The LSST camera will be the largest digital camera ever constructed. Its size of roughly five feet by 10 feet is similar to that of a small car and it will weigh over three tons. It is a large-aperture, wide-field optical imager designed to provide a 3.5° field of view with better than 0.2 arcsecond sampling. The image surface is flat with a diameter of just over two feet. The detector format will be a mosaic of 16 megapixel silicon detectors providing a total of approximately 3.2 billion pixels. Credit: Image Courtesy of the LSST Corporation
A digital rendering of the LSST instrument, with human figures for scale. (Image courtesy LSST Corporation/NOAO)
Perched high atop Cerro Pachón in the Chilean Andes, the Large Synoptic Survey Telescope will take the largest, fastest, most detailed pictures of the Southern Hemisphere’s night sky. With these images, researchers around the world will seek to reveal the nature of dark matter and dark energy—and to answer a host of other questions in astronomy and physics.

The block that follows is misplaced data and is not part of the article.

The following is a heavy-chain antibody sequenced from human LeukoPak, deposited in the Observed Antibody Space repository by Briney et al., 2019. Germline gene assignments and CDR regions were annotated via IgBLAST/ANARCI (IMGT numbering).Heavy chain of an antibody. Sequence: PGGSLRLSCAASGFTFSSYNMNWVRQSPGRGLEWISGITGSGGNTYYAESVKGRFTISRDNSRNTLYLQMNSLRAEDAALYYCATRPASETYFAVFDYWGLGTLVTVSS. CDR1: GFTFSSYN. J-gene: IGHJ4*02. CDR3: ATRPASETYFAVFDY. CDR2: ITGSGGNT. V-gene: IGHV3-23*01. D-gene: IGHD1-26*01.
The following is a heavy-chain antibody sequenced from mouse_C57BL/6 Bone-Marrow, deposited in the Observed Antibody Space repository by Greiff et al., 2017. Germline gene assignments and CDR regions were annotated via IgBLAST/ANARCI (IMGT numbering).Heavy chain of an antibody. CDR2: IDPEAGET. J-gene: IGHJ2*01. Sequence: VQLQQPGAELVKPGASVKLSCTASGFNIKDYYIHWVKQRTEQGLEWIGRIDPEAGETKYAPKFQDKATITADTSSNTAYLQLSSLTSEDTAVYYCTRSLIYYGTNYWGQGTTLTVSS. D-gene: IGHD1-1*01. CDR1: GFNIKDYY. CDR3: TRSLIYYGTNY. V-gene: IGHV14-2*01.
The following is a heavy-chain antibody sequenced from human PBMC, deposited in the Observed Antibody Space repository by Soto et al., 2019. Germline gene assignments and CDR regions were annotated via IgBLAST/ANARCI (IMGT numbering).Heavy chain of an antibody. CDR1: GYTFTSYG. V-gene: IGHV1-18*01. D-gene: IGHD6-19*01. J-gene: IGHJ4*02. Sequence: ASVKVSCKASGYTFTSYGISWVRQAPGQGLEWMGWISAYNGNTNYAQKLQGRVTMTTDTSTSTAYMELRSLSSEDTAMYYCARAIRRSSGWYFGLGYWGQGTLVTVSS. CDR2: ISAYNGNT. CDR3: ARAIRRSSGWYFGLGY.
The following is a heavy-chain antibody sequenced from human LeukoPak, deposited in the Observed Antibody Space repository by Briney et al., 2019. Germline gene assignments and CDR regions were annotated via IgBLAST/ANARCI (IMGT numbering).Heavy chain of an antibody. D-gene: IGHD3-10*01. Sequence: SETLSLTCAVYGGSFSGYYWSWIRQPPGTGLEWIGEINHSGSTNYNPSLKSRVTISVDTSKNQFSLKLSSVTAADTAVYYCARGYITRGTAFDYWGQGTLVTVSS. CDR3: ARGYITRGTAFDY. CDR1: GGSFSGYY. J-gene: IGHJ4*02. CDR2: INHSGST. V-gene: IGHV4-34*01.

To do all this, LSST needs the largest digital camera ever built: a 3.2 billion-pixel behemoth that stands 6 feet tall and weighs more than 6000 pounds. Now, this impressive instrument has taken a significant step toward reality by receiving the Department of Energy’s “Critical Decision 1” approval.
A large primary mirror, the world’s largest digital camera, images that cover 49 times the area of the Moon in a single exposure, the largest public data set in the world—LSST takes advantage of new technologies to provide a qualitatively new capability for astronomy.
A color movie of the universe.
A view of the whole visible southern sky and its changes over ten years.
Orbits of asteroids as small as 100 meters that might impact the Earth, properties of the dark energy that powers the accelerating expansion of the universe, 3-D mass maps of dark matter, how the Milky Way formed, the nature of rare, explosive events—all will be products of the LSST survey.
Work on the telescope and its Chilean site are underway.